There was a many page exposé of the SPLC in the Montgomery Advertiser some years ago that you would find enlightening. Not that you have been fooled, I gather from the tenor of your remarks.
G.B. Hall
Montgomery, Alabama

If Mr. Macomber is so embarrassed by Judge Moore’s poetry and its reception by true patriots, maybe he’s writing for the wrong publication. The point is, Mr. Macomber, that maybe we are fed up with these God bashing SOB’s ourselves and also with people like you. Maybe the good citizens of this nation have finally had their fill of being made fun of due to their conservative religious beliefs while people like you take this arrogantly holier than thou attitude. So in the words of Mr. Henry…. Stupid Bastards. As for me, I like Judge Moore’s poetry.
Pete Chagnon

One only needs to look at the Middle East to realize that separation of church and state is the only way to go. Moore has no business in the judicial system — at least not in the USA.

Re: Your contributor Lawrence Henry and “Stupid Bastards“:

Just to show that we have our idiots too.

This morning we were appalled to receive a phone call from our son who had been arrested and taken to Bishopsgate police station in London. Did he try to attack President Bush or the Prime Minister? Is he a member of a terrorist organisation? Did he climb the gates of Buckingham palace, attack a policeman, tear down and trample on an effigy of a visiting president or stop the traffic in London? Did he take over a public park, bang drums, light fires, create a terrible nuisance and thrust his ideas down the throats of the nation at large on every news programme available?

No, of course not — it had to be something really offensive to public order that he did, something which would stand out as being utterly deplorable.

May God forgive him for his enormous crime against the sensibilities of the people of London. He had arranged, in accordance with the rules and regulations, to present a two-hour religious service and demonstration against abortion.

It was a small thing. Only five could make it before going to work. It had a beautiful religious painting of the Madonna and quotes from Wilfred Owen’s war poetry. So as not to inconvenience people on their way to work, the group made sure they stood off the pavement as they prayed for the unborn, the perpetrators of abortion and for forgiveness of their own sins.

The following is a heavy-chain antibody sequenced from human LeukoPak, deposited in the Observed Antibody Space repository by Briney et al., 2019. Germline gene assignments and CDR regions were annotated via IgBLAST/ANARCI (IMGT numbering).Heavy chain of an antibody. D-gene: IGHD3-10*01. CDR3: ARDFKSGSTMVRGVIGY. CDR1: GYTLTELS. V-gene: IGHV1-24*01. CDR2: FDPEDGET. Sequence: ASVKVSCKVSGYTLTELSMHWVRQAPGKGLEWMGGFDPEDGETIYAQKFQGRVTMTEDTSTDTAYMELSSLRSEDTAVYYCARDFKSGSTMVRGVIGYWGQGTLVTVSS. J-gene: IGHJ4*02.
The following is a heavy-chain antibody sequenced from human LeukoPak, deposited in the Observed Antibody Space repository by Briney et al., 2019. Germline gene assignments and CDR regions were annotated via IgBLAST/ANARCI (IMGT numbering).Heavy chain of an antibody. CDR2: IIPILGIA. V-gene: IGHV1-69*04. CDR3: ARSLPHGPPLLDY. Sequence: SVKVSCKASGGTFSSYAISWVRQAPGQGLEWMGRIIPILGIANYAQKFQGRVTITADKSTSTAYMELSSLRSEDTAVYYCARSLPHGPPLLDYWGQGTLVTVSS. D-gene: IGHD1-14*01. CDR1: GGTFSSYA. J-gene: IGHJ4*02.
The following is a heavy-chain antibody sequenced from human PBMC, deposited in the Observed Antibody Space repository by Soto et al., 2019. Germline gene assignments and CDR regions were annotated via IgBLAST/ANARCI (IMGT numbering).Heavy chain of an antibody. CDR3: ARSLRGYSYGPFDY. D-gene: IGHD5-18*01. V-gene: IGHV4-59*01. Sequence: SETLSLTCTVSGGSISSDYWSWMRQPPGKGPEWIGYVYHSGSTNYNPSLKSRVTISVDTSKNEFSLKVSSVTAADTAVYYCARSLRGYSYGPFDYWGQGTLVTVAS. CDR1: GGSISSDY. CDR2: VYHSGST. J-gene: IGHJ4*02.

Their crime, however, was to show the public the truth of abortion in pictures.

It is perfectly acceptable to show pictures of Holocaust victims to arouse the conscience of the world. Pictures of starvation, massacre, mutilation — these are all shown freely .

Abortion — now that is different. We don’t see ourselves as being guilty of any of these others; but abortion — well, we might just need to avail ourselves of that particular form of barbarity in order to maintain our civilised society.

Within minutes of starting this protest, which you must remember had been cleared with the police, our son was arrested. The most law abiding, upright, conscientious member of our society that you could ever find.

In the midst of a massive security operation when our country is on the second highest state of security alert. When there have been screams from the lefties about the cost of the police operations, our fearless guardians of the law found resources to crack down on this danger to the state and threat to public order.

Will the BBC now want to interview him on their news programmes to allow him uninterrupted time to give his point of view?

Will they investigate this abuse of power?

Will they hell.

President Bush commended Britain as a country in which people could freely speak their minds. We’re so sorry to disillusion him. They are only free to speak anti-Bush, not anti-abortion sentiments. Perhaps our son should move to Baghdad. He might find more freedom there.

To update the story the police have released him while they try to discover just what crime he committed, apart it seems from upsetting the sensitive soul who arrested him. No doubt they will “find” one in time.
Linda & John O’Neill
Overtown, Lanarkshire

WHAT?? Are you trying to convince me at least one family living in Massachusetts is NORMAL??? God bless Lawrence Henry and his family and my condolences regarding Cody!! But, it is nice to know someone in that state has the emotions and intellect of a true HUMAN BEING!!